Heading south from Gevrey-Chambertin, the tasters moved to the Grange Hall in the village of Gilly-Les-Citeaux. Here we met with Burgundian producers sampling their Morey and Chambolle from the 2006 vintage along with a few 2005s.
Chambolle is known for supple wines that are approachable in youth while Morey can deliver more power and tannin. That said, some producers create Chambolle this anything but supple. The ultimate quality of the wine comes down to the individual producer. Terroir provides the raw material, but only a skillful winemaker can capitalize on what nature offers.
Domaine G. Roumier
The Chambolle-Musignys crafted by Christophe Roumier are the paradigm for the appellation. We tasted 3 wines from the 2006 vintage. In each wine, the fruit is full-on and framed by acidity. While the Premier Crus Les Combottes and Les Cras are excellent, one shouldn’t pass up the affordable village wine. This turned up at the Wine Club in February ’09 for $69.99 a bottle, alcohol level 13%. This wine was showing the house talent with a complementary sense of earthiness. Christophe’s Moreys from 2006 move up in strength without running into astringency. Look for the Premier Cru Clos de la Bussiere and the highly allocated Bonnes Mares Grand Cru. The wines are mis en bouteille in Chambolle Domaine G. Roumier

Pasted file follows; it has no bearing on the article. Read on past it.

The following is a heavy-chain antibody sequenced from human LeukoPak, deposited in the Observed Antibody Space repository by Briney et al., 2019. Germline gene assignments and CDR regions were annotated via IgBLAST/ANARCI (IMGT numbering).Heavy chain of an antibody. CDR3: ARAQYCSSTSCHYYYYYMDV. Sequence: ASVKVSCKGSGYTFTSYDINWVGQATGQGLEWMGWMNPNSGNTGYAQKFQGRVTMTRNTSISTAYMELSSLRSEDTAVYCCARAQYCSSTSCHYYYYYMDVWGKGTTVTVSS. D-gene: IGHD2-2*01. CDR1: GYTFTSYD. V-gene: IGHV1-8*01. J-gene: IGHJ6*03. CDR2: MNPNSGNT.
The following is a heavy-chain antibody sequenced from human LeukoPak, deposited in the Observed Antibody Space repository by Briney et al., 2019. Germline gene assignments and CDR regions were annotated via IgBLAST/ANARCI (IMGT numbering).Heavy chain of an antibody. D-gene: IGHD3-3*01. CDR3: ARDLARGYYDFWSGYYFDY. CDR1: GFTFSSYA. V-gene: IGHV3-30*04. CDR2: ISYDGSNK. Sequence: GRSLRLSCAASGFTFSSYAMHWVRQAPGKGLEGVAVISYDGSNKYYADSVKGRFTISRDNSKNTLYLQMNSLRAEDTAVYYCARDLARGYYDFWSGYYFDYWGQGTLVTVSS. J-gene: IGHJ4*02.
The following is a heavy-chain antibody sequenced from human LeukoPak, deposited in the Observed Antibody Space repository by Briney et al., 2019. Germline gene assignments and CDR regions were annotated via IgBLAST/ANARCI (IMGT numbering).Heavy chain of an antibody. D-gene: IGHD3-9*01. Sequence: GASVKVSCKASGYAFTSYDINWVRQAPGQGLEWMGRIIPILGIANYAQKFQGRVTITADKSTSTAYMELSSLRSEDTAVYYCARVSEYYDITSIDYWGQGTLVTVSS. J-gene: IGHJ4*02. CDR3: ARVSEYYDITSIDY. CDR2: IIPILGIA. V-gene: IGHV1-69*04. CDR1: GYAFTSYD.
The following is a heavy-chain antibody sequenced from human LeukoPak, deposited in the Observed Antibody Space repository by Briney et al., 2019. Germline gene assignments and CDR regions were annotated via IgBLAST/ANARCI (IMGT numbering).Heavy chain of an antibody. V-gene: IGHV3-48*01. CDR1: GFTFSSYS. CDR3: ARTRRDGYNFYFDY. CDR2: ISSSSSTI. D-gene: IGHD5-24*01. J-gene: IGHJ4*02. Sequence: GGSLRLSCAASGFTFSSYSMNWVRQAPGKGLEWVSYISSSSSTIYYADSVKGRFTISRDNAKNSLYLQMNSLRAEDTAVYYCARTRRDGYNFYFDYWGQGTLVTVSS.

Domaine Hubert Lignier
Lignier poured two wines from Morey. The 2006 Vielles Vignes displayed a perfect balance of fruit and acidity. Their 2006 Clos de la Roche Grand Cru was the bigger of the two, filling out the entire palate in a more structured frame.
The domaine not only sampled wines from Chambolle and Morey but also Vougeot. Their 2006 village wine, aptly named Vouget Le Village integrates the structure for aging into a supple exterior.